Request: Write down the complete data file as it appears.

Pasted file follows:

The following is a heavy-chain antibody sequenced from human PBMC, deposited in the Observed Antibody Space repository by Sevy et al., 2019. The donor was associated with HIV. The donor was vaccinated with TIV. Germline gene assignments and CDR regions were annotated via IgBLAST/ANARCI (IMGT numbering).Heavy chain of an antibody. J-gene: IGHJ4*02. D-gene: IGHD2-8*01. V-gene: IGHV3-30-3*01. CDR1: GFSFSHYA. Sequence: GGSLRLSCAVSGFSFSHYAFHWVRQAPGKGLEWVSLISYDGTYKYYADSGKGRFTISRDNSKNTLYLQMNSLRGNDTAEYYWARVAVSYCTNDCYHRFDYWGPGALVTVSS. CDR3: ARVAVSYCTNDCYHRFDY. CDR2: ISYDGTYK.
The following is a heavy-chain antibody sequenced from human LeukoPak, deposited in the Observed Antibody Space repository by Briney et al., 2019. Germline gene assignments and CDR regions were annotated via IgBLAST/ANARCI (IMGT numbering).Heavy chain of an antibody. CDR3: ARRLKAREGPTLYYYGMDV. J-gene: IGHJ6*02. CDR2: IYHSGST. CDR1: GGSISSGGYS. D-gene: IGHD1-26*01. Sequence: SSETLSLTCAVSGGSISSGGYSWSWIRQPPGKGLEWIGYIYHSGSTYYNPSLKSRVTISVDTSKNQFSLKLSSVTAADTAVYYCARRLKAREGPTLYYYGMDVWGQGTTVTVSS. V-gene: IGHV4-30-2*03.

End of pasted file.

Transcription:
The following is a heavy-chain antibody sequenced from human PBMC, deposited in the Observed Antibody Space repository by Sevy et al., 2019. The donor was associated with HIV. The donor was vaccinated with TIV. Germline gene assignments and CDR regions were annotated via IgBLAST/ANARCI (IMGT numbering).Heavy chain of an antibody. J-gene: IGHJ4*02. D-gene: IGHD2-8*01. V-gene: IGHV3-30-3*01. CDR1: GFSFSHYA. Sequence: GGSLRLSCAVSGFSFSHYAFHWVRQAPGKGLEWVSLISYDGTYKYYADSGKGRFTISRDNSKNTLYLQMNSLRGNDTAEYYWARVAVSYCTNDCYHRFDYWGPGALVTVSS. CDR3: ARVAVSYCTNDCYHRFDY. CDR2: ISYDGTYK.
The following is a heavy-chain antibody sequenced from human LeukoPak, deposited in the Observed Antibody Space repository by Briney et al., 2019. Germline gene assignments and CDR regions were annotated via IgBLAST/ANARCI (IMGT numbering).Heavy chain of an antibody. CDR3: ARRLKAREGPTLYYYGMDV. J-gene: IGHJ6*02. CDR2: IYHSGST. CDR1: GGSISSGGYS. D-gene: IGHD1-26*01. Sequence: SSETLSLTCAVSGGSISSGGYSWSWIRQPPGKGLEWIGYIYHSGSTYYNPSLKSRVTISVDTSKNQFSLKLSSVTAADTAVYYCARRLKAREGPTLYYYGMDVWGQGTTVTVSS. V-gene: IGHV4-30-2*03.